|Trade names||Depixol, Fluanxol|
|AHFS/Drugs.com||Micromedex Detailed Consumer Information|
|Oral, IM (including a depot)|
|Drug class||Typical antipsychotic|
|Metabolism||Gut wall, hepatic|
|Elimination half-life||35 hours|
|CompTox Dashboard (EPA)|
|Chemical and physical data|
|Molar mass||434.52 g·mol−1|
|3D model (JSmol)|
|(what is this?)|
Flupentixol (INN), also known as flupenthixol (former BAN), marketed under brand names such as Depixol and Fluanxol is a typical antipsychotic drug of the thioxanthene class. It was introduced in 1965 by Lundbeck. In addition to single drug preparations, it is also available as flupentixol/melitracen—a combination product containing both melitracen (a tricyclic antidepressant) and flupentixol. Flupentixol is not approved for use in the United States. It is, however, approved for use in the UK, Australia, Canada, Russian Federation, South Africa, New Zealand, Philippines and various other countries.
Flupentixol's main use is as a long-acting injection given once in every two or three weeks to individuals with schizophrenia who have poor compliance with medication and suffer frequent relapses of illness, though it is also commonly given as a tablet. There is little formal evidence to support its use for this indication but it has been in use for over fifty years.
Flupentixol is also used in low doses as an antidepressant. There is tentative evidence that it reduces the rate of deliberate self-harm, among those who self-harm repeatedly.
- Common (>1% incidence) adverse effects include
- Extrapyramidal side effects such as: (which usually become apparent soon after therapy is begun or soon after an increase in dose is made)
- Dry mouth
- Hypersalivation – excessive salivation
- Blurred vision
- Diaphoresis – excessive sweating
- Hyperprolactinemia and its complications such as: (acutely)
- - Sexual dysfunction
- - Amenorrhea – cessation of menstrual cycles
- - Gynecomastia – enlargement of breast tissue in males
- - Galactorrhea – the expulsion of breast milk that's not related to breastfeeding or pregnancy
- and if the hyperprolactinemia persists chronically, the following adverse effects may be seen:
- - Reduced bone mineral density leading to osteoporosis (brittle bones)
- - Infertility
- Dyspepsia – indigestion
- Abdominal pain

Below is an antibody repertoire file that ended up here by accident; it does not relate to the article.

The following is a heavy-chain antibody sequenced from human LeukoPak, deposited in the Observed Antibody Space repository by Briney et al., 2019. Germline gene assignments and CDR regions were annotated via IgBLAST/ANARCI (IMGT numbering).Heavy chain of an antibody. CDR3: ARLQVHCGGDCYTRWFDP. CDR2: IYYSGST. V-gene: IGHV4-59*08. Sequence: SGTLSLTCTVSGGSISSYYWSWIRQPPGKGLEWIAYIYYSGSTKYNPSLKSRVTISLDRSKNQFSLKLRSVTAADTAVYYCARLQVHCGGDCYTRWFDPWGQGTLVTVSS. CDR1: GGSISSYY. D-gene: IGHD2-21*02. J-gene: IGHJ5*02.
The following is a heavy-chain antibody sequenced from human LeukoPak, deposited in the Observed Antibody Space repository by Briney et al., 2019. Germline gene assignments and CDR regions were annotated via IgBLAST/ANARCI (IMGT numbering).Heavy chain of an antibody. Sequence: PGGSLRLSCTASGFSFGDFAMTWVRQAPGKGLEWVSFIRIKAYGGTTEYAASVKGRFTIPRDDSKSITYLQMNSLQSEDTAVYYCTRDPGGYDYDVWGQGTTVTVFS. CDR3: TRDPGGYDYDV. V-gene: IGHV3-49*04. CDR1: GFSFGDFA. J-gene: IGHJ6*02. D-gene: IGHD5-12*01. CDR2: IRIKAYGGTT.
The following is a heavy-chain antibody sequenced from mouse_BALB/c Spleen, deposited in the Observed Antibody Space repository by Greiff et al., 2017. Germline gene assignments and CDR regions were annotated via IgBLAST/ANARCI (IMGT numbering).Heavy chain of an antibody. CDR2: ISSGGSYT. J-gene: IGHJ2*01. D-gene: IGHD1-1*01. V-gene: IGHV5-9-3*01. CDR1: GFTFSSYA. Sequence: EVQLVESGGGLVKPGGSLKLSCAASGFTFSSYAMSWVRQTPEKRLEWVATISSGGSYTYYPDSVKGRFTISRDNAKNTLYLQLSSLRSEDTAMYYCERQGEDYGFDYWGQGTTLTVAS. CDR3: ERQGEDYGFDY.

- Nasal congestion
- Polyuria – passing more urine than usual
- Uncommon (0.1–1% incidence) adverse effects include
- Rare (<0.1% incidence) adverse effects include
- Blood dyscrasias (abnormalities in the cell composition of blood), such as:
- - Agranulocytosis – a drop in white blood cell counts that leaves one open to potentially life-threatening infections
- - Neutropenia – a drop in the number of neutrophils (white blood cells that specifically fight bacteria) in one's blood
- - Leucopenia – a less severe drop in white blood cell counts than agranulocytosis
- - Thrombocytopenia – a drop in the number of platelets in the blood. Platelets are responsible for blood clotting and hence this leads to an increased risk of bruising and other bleeds
- Neuroleptic malignant syndrome – a potentially fatal condition that appear to result from central D2 receptor blockade. The symptoms include:
- - Hyperthermia
- - Muscle rigidity
- - Rhabdomyolysis
- - Autonomic instability (e.g. tachycardia, diarrhea, diaphoresis, etc.)
- - Mental status changes (e.g. coma, agitation, anxiety, confusion, etc.)
- Unknown incidence adverse effects include
- Abnormal liver function test results
- Tardive dyskinesia – an often incurable movement disorder that usually results from years of continuous treatment with antipsychotic drugs, especially typical antipsychotics like flupenthixol. It presents with repetitive, involuntary, purposeless and slow movements; TD can be triggered by a fast dose reduction in any antipsychotic.
- Confusional state
- Hot flush
- Appetite changes
- Weight changes
- Hyperglycemia – high blood glucose (sugar) levels
- Abnormal glucose tolerance
- Pruritus – itchiness
- Photosensitivity – sensitivity to light
- Oculogyric crisis
- Accommodation disorder
- Sleep disorder
- Impaired concentration
- QTc interval prolongation – an abnormality in the electrical activity of the heart that can lead to potentially fatal changes in heart rhythm (only in overdose or <10 ms increases in QTc)
- Torsades de pointes